The Australian Taxation Office (the "ATO") recently released a Decision Impact Statement ("DIS") in response to the decision of the Full Federal Court of Australia in Commissioner of Taxation v SNF (Australia) Pty Ltd (2011) FCAFC 74. The Court ruled in favour of the taxpayer.
At the outset, it is noted that the Government has announced a proposal to 'reform' Australia's transfer pricing legislation and the DIS reflects present written law. The ATO, in the DIS, notes that the legal position will probably be materially different if Parliament (backdates to 2004) amending legislation along the lines proposed (refer transfer pricing insights article Click here to read).
SNF is a wholly owned subsidiary of a French company. SNF is a distributor of polyacrylamide (chemical) products acquired from overseas related party manufacturers. SNF incurred trading losses since its incorporation in 1990 until 2004. The ATO conducted a transfer pricing audit of SNF and made adjustments to prices paid to "...reflect an arm's length amount'.
SNF attributed the losses to a combination of factors including: intense competition, poor management, defalcations by an employee, excessive stock levels, an insufficiently high level of sales per sales person, a series of bad debts and a market penetration strategy. In other words, the poor performance resulted from factors other than the transfer pricing policies of the group.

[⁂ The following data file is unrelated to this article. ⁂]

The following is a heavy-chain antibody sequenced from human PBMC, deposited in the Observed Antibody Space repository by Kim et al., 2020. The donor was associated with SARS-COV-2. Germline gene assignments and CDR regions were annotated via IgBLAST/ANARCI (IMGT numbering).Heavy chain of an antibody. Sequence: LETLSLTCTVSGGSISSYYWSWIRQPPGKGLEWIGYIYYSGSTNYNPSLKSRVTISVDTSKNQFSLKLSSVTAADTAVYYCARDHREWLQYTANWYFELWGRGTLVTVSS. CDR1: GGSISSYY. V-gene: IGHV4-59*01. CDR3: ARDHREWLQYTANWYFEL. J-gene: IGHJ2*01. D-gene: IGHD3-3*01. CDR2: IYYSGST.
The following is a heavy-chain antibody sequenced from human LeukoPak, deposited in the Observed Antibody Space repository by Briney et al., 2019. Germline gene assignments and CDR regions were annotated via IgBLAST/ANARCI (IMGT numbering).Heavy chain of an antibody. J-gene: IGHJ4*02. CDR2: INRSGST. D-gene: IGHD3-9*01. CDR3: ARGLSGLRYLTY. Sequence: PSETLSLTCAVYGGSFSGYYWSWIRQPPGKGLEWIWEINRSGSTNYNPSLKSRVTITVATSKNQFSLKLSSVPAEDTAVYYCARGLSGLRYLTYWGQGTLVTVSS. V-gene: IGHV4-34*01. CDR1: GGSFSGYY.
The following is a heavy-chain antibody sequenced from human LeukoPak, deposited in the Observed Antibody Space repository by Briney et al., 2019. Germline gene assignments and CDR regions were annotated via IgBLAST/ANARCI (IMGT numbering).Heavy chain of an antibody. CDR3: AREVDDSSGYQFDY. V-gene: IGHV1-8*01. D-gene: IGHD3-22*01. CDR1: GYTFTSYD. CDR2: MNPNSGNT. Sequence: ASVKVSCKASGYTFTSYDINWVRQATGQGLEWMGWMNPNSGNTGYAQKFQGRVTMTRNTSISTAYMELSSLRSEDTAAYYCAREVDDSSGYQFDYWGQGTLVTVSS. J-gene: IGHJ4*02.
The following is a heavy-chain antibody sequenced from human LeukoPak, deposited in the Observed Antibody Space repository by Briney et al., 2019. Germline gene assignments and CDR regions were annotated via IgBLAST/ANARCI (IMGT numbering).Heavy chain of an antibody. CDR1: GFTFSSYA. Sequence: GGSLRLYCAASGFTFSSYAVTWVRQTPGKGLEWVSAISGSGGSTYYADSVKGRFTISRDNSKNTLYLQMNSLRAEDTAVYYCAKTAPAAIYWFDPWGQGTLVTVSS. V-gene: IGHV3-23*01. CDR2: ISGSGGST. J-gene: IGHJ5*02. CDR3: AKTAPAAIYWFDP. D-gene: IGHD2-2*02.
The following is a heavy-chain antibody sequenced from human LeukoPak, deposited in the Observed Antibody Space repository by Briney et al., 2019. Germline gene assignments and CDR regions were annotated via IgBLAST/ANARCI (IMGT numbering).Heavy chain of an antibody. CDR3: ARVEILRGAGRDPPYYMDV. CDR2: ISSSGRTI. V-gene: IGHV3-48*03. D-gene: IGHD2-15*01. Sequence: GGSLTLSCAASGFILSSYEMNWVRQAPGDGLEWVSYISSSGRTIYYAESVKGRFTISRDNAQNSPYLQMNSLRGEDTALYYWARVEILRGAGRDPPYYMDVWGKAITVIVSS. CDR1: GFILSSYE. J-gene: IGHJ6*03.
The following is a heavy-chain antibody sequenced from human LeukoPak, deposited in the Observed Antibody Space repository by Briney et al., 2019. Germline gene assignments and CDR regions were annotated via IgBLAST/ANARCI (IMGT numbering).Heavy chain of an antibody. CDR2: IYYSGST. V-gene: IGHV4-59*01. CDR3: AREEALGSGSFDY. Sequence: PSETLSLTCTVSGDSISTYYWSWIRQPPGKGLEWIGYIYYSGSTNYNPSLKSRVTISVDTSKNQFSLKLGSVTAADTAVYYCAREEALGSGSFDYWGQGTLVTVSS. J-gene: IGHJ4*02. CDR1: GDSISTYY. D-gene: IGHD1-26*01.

A key question arising is: does the existence of a period of prolonged losses (indirectly) imply that the consideration agreed with related parties is not arm's length, especially if the related party transactions form a substantial part of the taxpayer's business?
In the earlier single Judge decision of the Federal Court, Justice Middleton explained that: "Genuine losses may occur for many reasons, including the ones relied upon by the taxpayer in this proceeding. It is not to be assumed that losses, even over a lengthy period, are necessarily artificial.
"The Full Federal Court broadly agreed with Justice Middleton and questioned the utility and significance of the debate as to why SNF incurred sustained losses.
In the DIS, the ATO states that it accepts that "...the mere fact that the consideration a taxpayer actually paid for property would leave a hypothetical independent party in the exact same circumstances as the actual taxpayer in a commercially unsustainable position does not by itself entail that the consideration actually paid was more than the arm's length consideration." This is a valuable acknowledgement by the ATO and a controversial area about which transfer pricing professionals have historically found themselves in conflict with the ATO.